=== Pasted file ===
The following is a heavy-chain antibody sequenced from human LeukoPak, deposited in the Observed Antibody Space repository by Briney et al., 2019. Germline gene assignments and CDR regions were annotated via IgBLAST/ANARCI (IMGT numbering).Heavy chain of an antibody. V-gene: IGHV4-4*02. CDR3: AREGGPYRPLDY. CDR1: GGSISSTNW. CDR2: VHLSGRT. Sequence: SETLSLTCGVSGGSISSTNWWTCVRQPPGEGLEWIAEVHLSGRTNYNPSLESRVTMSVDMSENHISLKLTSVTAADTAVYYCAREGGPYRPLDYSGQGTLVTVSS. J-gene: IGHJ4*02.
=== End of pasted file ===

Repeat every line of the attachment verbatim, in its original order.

The following is a heavy-chain antibody sequenced from human LeukoPak, deposited in the Observed Antibody Space repository by Briney et al., 2019. Germline gene assignments and CDR regions were annotated via IgBLAST/ANARCI (IMGT numbering).Heavy chain of an antibody. V-gene: IGHV4-4*02. CDR3: AREGGPYRPLDY. CDR1: GGSISSTNW. CDR2: VHLSGRT. Sequence: SETLSLTCGVSGGSISSTNWWTCVRQPPGEGLEWIAEVHLSGRTNYNPSLESRVTMSVDMSENHISLKLTSVTAADTAVYYCAREGGPYRPLDYSGQGTLVTVSS. J-gene: IGHJ4*02.